Rise in house prices over time

Having an asset that may increase in value over time is appealing. While house prices have consistently risen over the long-term, they can also have periods of weak growth or even fall in value. You need to remember that home ownership is a long term investment strategy.

The ability to use the equity in your home

Home equity is the proportion of your home that you own. Provided that the value of your house is increasing, as you pay off your loan, your equity will also be increasing. You may then be able to use the equity to fund an investment such as shares or a managed fund.

Buying a house: the cons

You’ll be paying interest

The interest and fees you pay over the life of a loan can be significant. Be prepared for interest rates to fluctuate during the term of your loan, especially if you have a variable interest rate or when your fixed rate period expires.

There are opportunity costs

This is the cost of having your money tied up in property. If you choose a life of renting, you’ll have the money you would have saved for a deposit to spend elsewhere. This might be for travel, study, entertainment or your own business. It could also be used for other investments that potentially could yield greater or quicker returns than a residential property will.

Ownership costs are more than just a deposit and loan repayments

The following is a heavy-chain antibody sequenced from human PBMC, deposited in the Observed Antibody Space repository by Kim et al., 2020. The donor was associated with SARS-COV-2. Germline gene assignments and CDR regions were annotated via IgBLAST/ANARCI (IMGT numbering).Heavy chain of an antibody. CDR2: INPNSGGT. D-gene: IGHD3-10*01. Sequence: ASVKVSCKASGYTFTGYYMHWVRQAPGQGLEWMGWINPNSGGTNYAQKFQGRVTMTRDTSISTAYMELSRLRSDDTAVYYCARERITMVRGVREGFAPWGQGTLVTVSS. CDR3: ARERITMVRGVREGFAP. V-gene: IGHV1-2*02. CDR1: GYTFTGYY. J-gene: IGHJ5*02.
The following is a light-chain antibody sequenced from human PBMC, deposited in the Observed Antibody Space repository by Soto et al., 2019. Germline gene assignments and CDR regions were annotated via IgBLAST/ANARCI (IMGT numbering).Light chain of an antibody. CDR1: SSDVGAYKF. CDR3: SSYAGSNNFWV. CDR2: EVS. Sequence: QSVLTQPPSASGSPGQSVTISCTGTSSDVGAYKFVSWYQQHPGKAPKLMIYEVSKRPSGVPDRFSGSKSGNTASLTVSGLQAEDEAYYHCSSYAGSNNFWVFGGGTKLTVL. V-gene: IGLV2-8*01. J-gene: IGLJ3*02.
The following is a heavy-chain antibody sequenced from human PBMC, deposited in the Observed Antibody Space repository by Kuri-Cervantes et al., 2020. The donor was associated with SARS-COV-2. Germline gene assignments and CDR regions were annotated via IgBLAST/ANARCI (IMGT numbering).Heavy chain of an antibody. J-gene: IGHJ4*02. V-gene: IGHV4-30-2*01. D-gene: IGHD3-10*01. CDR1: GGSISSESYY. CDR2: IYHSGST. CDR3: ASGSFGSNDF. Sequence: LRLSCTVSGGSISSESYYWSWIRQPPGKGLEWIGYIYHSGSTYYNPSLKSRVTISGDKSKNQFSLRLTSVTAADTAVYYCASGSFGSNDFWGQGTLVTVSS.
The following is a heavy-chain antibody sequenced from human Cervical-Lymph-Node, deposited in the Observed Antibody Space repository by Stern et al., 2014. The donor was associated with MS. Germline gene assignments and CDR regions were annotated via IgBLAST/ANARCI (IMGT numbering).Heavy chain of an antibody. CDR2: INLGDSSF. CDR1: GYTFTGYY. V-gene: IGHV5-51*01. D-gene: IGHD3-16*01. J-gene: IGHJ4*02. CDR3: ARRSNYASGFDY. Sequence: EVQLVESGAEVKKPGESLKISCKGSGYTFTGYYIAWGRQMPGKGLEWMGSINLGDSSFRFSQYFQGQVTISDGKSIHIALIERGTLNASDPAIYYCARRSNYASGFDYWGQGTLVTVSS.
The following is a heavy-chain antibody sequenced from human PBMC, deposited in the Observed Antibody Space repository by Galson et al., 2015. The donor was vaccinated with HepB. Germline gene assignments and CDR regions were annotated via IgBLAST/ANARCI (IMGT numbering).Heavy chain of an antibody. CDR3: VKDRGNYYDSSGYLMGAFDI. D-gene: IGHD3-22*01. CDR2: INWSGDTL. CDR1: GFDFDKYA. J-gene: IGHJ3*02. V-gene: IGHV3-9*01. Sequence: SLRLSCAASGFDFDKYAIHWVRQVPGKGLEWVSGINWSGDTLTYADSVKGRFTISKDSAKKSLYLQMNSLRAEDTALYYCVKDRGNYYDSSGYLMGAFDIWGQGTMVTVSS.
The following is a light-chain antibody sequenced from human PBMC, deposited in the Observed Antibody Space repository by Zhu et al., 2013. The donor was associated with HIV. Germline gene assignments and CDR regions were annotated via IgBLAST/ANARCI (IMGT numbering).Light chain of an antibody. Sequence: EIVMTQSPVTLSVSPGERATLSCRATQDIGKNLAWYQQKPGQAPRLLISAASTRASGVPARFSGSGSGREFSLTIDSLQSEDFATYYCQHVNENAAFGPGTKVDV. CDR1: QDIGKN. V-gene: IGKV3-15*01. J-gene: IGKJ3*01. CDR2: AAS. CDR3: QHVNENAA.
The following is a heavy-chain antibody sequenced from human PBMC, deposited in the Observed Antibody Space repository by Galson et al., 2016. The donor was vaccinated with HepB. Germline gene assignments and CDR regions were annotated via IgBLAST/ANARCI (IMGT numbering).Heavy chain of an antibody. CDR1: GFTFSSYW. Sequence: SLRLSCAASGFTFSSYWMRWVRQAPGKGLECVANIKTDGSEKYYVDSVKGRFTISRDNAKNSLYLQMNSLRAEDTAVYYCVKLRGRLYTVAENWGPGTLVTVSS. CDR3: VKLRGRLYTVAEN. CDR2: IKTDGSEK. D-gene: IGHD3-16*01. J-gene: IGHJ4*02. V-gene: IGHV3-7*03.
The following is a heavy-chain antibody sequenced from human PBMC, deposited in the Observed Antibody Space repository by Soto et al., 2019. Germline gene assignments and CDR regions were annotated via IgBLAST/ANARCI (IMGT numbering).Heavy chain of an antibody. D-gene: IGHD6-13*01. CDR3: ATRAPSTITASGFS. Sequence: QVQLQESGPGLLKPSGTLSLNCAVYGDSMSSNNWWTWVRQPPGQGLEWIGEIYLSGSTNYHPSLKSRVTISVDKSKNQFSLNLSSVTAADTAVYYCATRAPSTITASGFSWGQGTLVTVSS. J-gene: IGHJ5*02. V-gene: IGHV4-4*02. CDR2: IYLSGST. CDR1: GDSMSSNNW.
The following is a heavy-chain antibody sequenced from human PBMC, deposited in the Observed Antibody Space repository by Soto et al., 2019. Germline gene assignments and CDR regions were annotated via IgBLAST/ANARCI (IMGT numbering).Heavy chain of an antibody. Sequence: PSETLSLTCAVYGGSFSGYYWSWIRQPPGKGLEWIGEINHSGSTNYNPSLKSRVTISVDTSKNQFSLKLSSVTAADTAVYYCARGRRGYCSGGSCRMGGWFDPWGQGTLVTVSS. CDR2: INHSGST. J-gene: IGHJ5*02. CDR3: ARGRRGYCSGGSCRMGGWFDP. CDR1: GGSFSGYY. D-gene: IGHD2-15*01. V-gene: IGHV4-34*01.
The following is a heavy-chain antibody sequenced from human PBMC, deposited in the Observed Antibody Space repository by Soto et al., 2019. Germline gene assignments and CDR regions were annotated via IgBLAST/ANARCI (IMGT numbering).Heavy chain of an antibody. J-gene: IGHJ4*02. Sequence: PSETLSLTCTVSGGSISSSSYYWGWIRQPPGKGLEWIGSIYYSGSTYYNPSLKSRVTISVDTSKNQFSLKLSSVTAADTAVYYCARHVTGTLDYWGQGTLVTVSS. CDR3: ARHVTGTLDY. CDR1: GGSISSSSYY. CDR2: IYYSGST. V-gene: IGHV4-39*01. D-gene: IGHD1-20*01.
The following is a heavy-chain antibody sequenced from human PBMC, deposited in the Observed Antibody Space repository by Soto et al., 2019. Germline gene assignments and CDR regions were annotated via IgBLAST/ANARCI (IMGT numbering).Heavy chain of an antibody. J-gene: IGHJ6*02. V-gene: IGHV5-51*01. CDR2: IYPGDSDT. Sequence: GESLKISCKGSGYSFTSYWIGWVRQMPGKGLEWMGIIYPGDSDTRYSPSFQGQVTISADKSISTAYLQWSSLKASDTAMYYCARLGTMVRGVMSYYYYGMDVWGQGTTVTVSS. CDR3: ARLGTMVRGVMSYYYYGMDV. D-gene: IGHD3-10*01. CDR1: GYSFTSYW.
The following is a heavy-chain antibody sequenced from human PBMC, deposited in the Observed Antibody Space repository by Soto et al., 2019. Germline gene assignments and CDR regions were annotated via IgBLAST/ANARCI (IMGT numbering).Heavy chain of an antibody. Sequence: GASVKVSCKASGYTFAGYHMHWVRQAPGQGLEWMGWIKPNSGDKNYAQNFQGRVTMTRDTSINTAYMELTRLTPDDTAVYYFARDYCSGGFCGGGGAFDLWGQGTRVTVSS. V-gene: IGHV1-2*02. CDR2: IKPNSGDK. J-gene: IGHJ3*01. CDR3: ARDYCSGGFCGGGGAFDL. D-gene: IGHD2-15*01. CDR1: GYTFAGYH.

Buying and selling isn’t cheap. According to the Reserve Bank of Australia, it costs about 4% of the sale price of your home to sell (agents fees, advertising) and about 6% of the purchase cost to buy (stamp duty, government fees, conveyancing costs, loan establishment fees). Not to mention the ongoing running costs of owning a property including council rates, repairs, depreciation, body corporate fees, water and insurance costs. It’s much more than just saving for your deposit.

Rent? Buy? How about an alternative?

Michael Sloane from the Successful Investor makes a case for becoming a ‘renting investor’. If you can’t afford to buy in an area where you wish to live, but you want to invest in property, there’s still a way.

He suggests buying in a neighbourhood that is affordable and likely to be a good investment, and renting in a more convenient or desirable location. This works because the geography of renting differs from the geography of buying – it’s more affordable to rent in an inner-urban area than to purchase there. So by buying an investment property that you can afford, and continuing to rent close to work, near the beach or in the city, you won’t be compromising your lifestyle.

This option also makes sense if:

  • Your lifestyle or work situation isn’t permanent. If you’re not sure where you want to settle, it may not make sense to plant your roots in property yet.
  • You don’t see the burden of a large non-tax deductible mortgage on your home as the best use of your money.

Doing the sums: the best option for you

As we’ve seen, the case for buying or renting isn’t a simple one. There are many different factors to consider including your financial resources, lifestyle, family needs, investment goals and appetite for risk. Doing research and talking to an expert is a good idea. To assist you with your decision, as a starting point, we’ve got a handy rent vs buy calculator. Based on you current rental repayments this tool will help you work out if you could afford a home loan.

Can you afford that home?

Get an estimate of how much you could borrow in around 3 minutes.